“I did.” Said a shadowy creature. As it emerged from the shadows, I could see it was a person, Isirept. Isirept had been our most revered advisor, before disappearing into thin air. Because Isirept was neither male nor female, Isirept was held to a higher stature and admired by most for having broken down gender boundaries. However, the revelry died down after Isirept disappeared in our time of greatest need. Looking around, I saw that Ly had disappeared and that I was all alone with Isirept.

“What did you do to him?” I asked, in a shaky voice.

“It’s not what I’ve done, it’s what you’ve done. You’ve transported yourself to the other dimension.”

“I have? But how is that possible?”

“I don’t know. I have to warn you though, I have never found a way back.”

“But I could hear you!”

“Yes, you could.”

“Does that mean that I was moving back and forth the two dimensions?”


“But how could you hear me?”

“Well, girlie, we’re connected.”

“But how?”

“You’re a sage.”

“Pardon me?”

“A sage. Wisdom is your forte. You need to lead your people into prosperity.”

I pinched myself. “I’m dreaming, I’m dreaming, I’m dreaming.”

“Are you done?”

“So I’m not dreaming.”


“Oh wise Isirept, how can I lead anyone to prosperity? I am thirteen years old! I’m still a small kid!”

“Being small doesn’t mean you can’t be great.”

“Right, but everyone else has a special power. Ly can teleport. Mean Ty can turn anyone into any animal as he so wishes. My mother can communicate with the spirits of the land. My neighbor has a brain that will put a supercomputer to shame…”

Isirept cut me off. “Oh yes. Evolution sure has done you good. But it will all be chaos soon. We don’t have much time. Here, catch!” Isirept said and threw me some strange object. “Take these too,” Isirept said and threw me more objects.

“Right. A singular pearl, some weird tin thing and…what is this third one?”

“A bythiersgyrinkspot!” Isirept said, rather proud.

“Are you sure you’re not making this stuff up?”

“Why would you think that?”

“Because that word is quite a mouthful? I’ll just call it the third thingy.”

“Suit yourself.”

I watched as Isirept conjured up a soft breeze which made the objects vanish. “They will appear when you most need them. Tell no one.” Isirept said, then vanished.

I looked around. I was back in the bushes across the river. I looked around for Ly but he was nowhere to be seen. I guessed that I must have been gone for long because it had gotten quite dark. I was quite apprehensive about swimming across the river but I knew that I had to. It was my way home. As I was preparing to do so, I felt a gentle tap on my shoulder. I turned around and came face to face with a tall, strong, ruggedly handsome, oddly familiar man. “Xi! It’s you! I’ve been scouring these bushes and everywhere else for years hoping you’d come back.”

I gasped. “Ly?”

“Yes. Are you okay? You’ve been gone for years! Everyone was so worried about you!”

“Years?” I looked at him, then at myself. I could see that my body had grown all the way up to post puberty. “But how?”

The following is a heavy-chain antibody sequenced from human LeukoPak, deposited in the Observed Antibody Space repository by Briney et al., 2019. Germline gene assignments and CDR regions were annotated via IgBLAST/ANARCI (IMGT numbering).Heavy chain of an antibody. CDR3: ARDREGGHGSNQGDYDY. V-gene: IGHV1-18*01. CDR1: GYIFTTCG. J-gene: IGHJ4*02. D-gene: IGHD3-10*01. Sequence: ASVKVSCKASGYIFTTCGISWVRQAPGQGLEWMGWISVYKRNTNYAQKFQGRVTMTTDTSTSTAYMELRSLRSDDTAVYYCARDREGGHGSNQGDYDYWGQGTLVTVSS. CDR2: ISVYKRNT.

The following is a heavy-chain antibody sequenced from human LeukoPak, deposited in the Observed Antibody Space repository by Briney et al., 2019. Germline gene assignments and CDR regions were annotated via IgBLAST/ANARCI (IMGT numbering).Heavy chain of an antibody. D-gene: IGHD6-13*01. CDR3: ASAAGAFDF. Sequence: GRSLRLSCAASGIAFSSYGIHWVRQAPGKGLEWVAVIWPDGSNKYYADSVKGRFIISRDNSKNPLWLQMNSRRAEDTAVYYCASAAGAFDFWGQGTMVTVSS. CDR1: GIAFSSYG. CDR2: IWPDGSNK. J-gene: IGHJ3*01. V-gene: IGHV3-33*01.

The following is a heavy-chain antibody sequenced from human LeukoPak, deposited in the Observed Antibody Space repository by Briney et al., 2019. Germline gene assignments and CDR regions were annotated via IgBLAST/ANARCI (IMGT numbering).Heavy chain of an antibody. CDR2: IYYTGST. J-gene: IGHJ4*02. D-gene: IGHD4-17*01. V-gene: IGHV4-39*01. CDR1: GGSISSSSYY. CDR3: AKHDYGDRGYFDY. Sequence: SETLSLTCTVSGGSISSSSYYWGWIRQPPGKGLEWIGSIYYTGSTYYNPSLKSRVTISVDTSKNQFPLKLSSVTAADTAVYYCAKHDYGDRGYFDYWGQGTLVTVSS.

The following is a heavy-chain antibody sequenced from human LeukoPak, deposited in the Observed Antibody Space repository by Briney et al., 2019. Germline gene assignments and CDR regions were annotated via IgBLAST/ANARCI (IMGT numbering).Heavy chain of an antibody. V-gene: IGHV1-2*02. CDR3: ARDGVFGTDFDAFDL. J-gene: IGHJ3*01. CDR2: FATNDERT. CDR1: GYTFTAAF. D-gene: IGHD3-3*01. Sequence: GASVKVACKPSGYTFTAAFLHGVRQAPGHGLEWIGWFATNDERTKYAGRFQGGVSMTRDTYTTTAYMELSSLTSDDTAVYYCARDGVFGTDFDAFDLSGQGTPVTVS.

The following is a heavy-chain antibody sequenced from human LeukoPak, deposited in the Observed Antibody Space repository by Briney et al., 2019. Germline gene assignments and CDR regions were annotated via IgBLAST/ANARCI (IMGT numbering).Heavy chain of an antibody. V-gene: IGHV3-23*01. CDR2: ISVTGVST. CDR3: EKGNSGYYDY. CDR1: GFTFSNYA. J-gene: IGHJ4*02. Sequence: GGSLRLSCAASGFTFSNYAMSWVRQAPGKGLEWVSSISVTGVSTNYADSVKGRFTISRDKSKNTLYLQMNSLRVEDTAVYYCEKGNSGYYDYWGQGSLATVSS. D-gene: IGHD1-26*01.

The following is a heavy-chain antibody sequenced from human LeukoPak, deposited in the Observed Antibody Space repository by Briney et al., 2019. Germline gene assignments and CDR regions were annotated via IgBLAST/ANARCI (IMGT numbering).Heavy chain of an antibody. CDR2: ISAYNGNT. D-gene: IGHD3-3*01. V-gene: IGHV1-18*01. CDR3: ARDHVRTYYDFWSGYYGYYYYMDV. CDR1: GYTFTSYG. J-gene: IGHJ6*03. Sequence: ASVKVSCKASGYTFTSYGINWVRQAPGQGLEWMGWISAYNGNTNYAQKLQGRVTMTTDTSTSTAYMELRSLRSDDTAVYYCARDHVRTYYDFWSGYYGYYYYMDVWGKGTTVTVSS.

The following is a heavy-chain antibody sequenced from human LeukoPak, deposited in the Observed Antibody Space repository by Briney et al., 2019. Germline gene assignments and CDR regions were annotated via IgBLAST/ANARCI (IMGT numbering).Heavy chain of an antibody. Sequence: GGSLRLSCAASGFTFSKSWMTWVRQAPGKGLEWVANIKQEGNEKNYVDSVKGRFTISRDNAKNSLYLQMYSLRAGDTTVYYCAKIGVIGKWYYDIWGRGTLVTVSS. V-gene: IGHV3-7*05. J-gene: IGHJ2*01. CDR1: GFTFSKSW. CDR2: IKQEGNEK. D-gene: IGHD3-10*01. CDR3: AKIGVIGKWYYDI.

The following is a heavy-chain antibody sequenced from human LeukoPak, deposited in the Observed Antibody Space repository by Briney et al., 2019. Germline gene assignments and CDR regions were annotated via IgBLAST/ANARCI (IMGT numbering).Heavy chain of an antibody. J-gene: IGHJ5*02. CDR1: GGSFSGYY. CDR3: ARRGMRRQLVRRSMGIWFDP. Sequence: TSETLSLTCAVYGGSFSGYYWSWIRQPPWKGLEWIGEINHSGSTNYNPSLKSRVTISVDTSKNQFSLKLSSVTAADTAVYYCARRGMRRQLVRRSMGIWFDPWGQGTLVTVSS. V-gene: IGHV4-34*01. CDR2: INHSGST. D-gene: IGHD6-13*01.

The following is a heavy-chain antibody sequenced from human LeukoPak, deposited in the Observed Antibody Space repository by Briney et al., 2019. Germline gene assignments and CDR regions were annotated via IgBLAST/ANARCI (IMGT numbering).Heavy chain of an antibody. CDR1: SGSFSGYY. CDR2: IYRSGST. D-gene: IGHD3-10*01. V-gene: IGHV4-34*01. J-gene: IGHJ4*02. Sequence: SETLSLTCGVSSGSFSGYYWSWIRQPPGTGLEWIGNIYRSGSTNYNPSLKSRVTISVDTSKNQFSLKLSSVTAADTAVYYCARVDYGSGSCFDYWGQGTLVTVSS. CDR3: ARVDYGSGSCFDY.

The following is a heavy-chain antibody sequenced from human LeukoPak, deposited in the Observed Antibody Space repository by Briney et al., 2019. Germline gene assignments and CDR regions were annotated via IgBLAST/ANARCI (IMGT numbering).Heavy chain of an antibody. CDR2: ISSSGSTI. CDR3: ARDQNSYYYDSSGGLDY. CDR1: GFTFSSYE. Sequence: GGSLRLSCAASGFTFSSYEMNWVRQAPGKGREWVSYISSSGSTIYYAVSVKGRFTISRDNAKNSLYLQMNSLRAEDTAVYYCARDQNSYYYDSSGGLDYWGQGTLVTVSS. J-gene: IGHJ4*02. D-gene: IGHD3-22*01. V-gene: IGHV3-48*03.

“Well, you’ve been on and off to see Isirept…”

I cut him off. “How do you know about that?”
“Ok. I really wish I could explain but there’s no time. The sun hasn’t come up for ages and the land is dry. In case you hadn’t noticed, the river is gone!”

I looked to where I pointed and realized that what he was saying was indeed true, the river was gone and the entire land was dry. The only green thing for miles were those very bushes behind us. As I looked to see what else had changed, he teleported us back home. I could see that the people were frail and weak, like they hadn’t had a meal in weeks, possibly months.

“You’ve been gone for ten years. Nine months ago Esupet returned and…well, he did this. We’ve had no water since then, and the sun hasn’t risen. He said that he was angry that your mum and Isirept cast him out for hi ‘innocent ventures’ and that he will not stop until he gets his revenge.”

“But how did you know that I was on and off to see Isirept?”

“I don’t know, I guess I just knew.”

I moved away from him. “Stay away from me,” I said.

He could see that I was shaken, that I didn’t trust him. “I am not him, Xi, I am not my father. I would never hurt anyone!”

“Tell me the truth. How did you know?”

“He read your mother’s mind then killed her.”

“Esupet? Then how did you know?”

“He told me.”

“So your wicked father voluntarily revealed that information to you? Am I supposed to believe that?” I could feel the colour filling my cheeks. I was angry. I felt betrayed. I couldn’t believe that Ly would lie to me as he and I very well knew that the only way he would get any information from his father was if he possessed him and controlled his mind, which was forbidden on account of violating free will. I started to walk away but was immediately stopped by a booming voice.

“Very well son! You found the golden goose!” It was Esupet. “It’s high time I returned, given that I was cast out unfairly.”

“Oh yes, your ‘innocent ventures’. You were controlling people, making them steal and kill for you.” I said.

“I only killed off the bad people. But today I’m here for you. I know Isirept gave you something. Give it to me and I’ll return everything to the way it was,” said Esupet.


“Just do as he says,” Ly nudged me. I could tell he was scared that Esupet would harm me. It crossed my mind that perhaps I had judged him too harshly before. I tried thinking of anything that Isirept had said that would help out, be it for a little while. The tin object appeared before me. I could see Esupet reach to grab it but I waved my hand in the same fashion as Isirept had and behold! Esupet was entrapped in it. Ly and I couldn’t believe our eyes. Now that I had Esupet trapped, I had no idea what I would do with him. I could feel a strange wind blowing as I closed my eyes and wished that Esupet had never existed. I called for the pearl and it summoned the rain clouds. As it started raining, I opened my eyes. I could feel that something was different. I looked around. Mother was alive. Ly was gone.
The End.

Leave a comment for Yvonne. Tell her how much you loved her short story, link to her blog and follow her on instagram @yvonnewabai, twitter @nimuyvonne